Is The Guardian‘s new project in the Ugandan village of Katine another case of stereotyping Africans as powerless victims dependent upon the generosity of Northern benefactors? Some of the newspaper’s readers have already lashed out against the Guardian’s description of Katine as caught in the ‘Middle Ages’, and for its partnership with a bank that might have ulterior motives. But the Guardian is also partnering with the respected NGO Panos, amongst others, and has appointed an independent assessor to keep a watchful eye over the project. One could – and should – keep asking critical questions of projects like these, to ensure the beneficiaries are treated as partners instead of mere recipients of goodwill, that they have the opportunity to ‘speak back’ and that the objectives of the project are developed through broad-based consultation. Coverage should also focus on the structural causes of poverty, and the global North’s complicity in these causes (like the weapons trade, or unfair trade conditions, or what Naomi Klein calls ‘disaster capitalism’) instead of only the micro-picture. But whatever criticisms one might have of the imperfections of the Guardian’s campaign, it does seem to set itself apart from what one could call the simplistic ‘sympathy journalism’ so often find in media in the global North. It is clear that real effort has gone into this project, perhaps most strikingly evident from the continuous, three-year-long coverage that the village of Katine will enjoy. This is rather different from the event-based journalism that puts Africa on the news agenda only when there is a war, famine or an election.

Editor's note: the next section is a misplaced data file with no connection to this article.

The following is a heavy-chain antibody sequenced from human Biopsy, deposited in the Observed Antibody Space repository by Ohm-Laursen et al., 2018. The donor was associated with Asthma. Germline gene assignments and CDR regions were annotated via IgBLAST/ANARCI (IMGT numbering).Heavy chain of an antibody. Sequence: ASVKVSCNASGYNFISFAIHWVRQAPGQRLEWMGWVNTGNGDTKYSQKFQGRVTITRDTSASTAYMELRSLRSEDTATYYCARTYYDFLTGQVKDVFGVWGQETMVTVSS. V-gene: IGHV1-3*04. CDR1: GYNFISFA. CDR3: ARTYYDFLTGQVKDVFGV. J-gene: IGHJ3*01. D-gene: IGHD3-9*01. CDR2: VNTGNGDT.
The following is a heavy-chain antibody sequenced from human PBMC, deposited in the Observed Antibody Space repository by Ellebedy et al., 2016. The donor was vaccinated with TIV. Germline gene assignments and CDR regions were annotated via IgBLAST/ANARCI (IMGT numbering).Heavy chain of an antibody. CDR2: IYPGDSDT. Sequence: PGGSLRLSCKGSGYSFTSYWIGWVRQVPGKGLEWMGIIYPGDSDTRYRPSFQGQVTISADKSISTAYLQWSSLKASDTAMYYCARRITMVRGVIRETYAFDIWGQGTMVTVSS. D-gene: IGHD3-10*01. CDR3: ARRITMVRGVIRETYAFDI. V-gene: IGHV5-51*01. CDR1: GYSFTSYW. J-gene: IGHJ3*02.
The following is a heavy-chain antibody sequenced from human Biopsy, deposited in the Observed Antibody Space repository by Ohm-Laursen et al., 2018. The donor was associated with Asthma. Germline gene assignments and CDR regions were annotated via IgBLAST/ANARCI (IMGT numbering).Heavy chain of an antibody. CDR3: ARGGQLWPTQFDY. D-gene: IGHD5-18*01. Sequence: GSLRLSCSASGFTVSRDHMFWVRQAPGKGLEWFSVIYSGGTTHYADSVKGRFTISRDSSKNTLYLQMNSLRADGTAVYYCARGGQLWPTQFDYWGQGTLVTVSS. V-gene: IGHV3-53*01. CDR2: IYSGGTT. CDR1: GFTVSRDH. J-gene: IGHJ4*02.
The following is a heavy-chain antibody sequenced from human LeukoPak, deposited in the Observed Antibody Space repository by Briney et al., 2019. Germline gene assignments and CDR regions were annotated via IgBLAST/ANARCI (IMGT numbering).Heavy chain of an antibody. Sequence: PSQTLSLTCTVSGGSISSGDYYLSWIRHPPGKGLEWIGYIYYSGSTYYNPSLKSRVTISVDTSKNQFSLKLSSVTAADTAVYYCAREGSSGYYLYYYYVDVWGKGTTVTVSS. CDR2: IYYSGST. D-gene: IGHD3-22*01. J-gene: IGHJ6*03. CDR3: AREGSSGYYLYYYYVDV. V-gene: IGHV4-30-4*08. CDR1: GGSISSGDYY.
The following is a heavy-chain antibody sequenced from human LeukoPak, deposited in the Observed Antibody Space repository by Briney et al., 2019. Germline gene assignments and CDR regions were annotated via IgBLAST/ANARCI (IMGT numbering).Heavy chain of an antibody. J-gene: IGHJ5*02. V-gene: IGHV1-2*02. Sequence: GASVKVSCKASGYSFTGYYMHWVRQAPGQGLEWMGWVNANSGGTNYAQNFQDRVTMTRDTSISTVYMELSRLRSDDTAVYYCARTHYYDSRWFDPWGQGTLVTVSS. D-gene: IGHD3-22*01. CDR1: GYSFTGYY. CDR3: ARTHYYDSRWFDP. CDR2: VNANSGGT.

Let’s keep an eye on it.
(Picture from The Guardian’s Katine webpage)